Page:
Katherine Gorge, also known as Nitmiluk Gorge is one of the best areas in the Northern Territory for hiking. You can easily visit on a weekend or day trip from Darwin and enjoy the gorge and nearby waterfalls. Head to the Nitmiluk Visitor Centre where you can park and choose from a variety of different trails ranging from easy to difficult.
Baruwei Lookout Walk is one of the most popular since it is only 1.8 kilometers long. This trail takes most people only an hour or so. This walk is one of the best in the area since it is short and takes you up to a viewpoint over the dramatic Katherine Gorge – stunning!
For something a little longer, consider the Baruwei Loop Walk which is a longer extension of the lookout walk. It is 4.8 kilometers long and takes most people around 3 hours to complete. You’ll visit the lookout before looping back around to the beginning.
Those after a challenge can’t pass up the opportunity to hike the Jatbula Trail. This 60-kilometer-long hike takes most people around 5 days to complete and is best suited for experienced hikers.
By Bailey from Destinationless Travel
Valley of the Winds, Kata Tjuta, NT
Valley of the Winds
If you are heading to the Northern Territory, whether it’s on a road trip from Adelaide, Darwin or by flying directly to Alice Springs, spending some time in Uluru Kata Tjuta National Park is a must do.
Kata Tjuta is home to one of the best hikes in Australia, the Valley of the Winds walk. The full circuit is a 7.4km loop that takes about 4 hours to complete. However, if you are not up for the full experience, you can make it shorter by just going to the lookouts and making your way back. If you are into hiking though, you will love doing the full loop. Before getting started, you must be aware of the fact that it’s a Grade 4 hike which means it’s steep and hard.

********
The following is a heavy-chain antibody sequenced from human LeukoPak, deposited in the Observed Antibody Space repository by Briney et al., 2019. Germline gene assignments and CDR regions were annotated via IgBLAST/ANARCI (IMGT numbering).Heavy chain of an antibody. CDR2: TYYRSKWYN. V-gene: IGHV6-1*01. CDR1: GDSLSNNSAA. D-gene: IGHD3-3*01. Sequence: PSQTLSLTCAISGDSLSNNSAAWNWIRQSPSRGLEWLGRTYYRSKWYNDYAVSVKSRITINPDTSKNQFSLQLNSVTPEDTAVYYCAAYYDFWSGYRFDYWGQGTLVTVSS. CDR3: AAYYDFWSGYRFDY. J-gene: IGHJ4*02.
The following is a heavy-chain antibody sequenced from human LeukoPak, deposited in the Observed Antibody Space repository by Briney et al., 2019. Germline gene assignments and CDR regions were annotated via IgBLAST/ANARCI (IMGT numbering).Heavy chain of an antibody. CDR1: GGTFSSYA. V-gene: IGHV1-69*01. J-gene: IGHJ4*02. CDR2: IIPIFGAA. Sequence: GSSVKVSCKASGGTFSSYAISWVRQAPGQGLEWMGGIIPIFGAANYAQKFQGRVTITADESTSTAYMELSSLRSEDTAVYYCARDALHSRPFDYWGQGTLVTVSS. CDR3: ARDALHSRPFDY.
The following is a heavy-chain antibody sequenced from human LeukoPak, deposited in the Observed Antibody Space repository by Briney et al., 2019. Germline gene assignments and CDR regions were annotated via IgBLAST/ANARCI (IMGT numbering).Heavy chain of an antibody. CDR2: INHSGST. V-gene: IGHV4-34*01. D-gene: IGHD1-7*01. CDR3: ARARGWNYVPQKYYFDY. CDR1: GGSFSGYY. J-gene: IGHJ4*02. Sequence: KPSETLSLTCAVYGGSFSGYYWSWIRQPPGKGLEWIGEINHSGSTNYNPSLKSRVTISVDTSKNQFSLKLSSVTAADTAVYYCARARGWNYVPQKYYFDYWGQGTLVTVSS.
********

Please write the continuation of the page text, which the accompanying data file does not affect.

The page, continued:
You will be starting at the Valley of the Winds car park. Make sure to top up your bottle of water here. The first kilometre of the walk is moderate and will lead you to the Karu Lookout. After that, you will keep going for another kilometre to reach the Karingana Lookout. This is the most difficult part of the walk as you will be going through creeks and it’s very steep. After that, you will walk back down and through the valley. This is the easy part (which is why you should really consider doing the whole loop).
The valley of the winds boast breath-taking views of the outback. It is a unique opportunity to walk on the domes in a respectful manner.
By Pauline from BeeLoved City
Great Australian Hikes in Queensland
Girraween National Park, QLD
Girraween National Park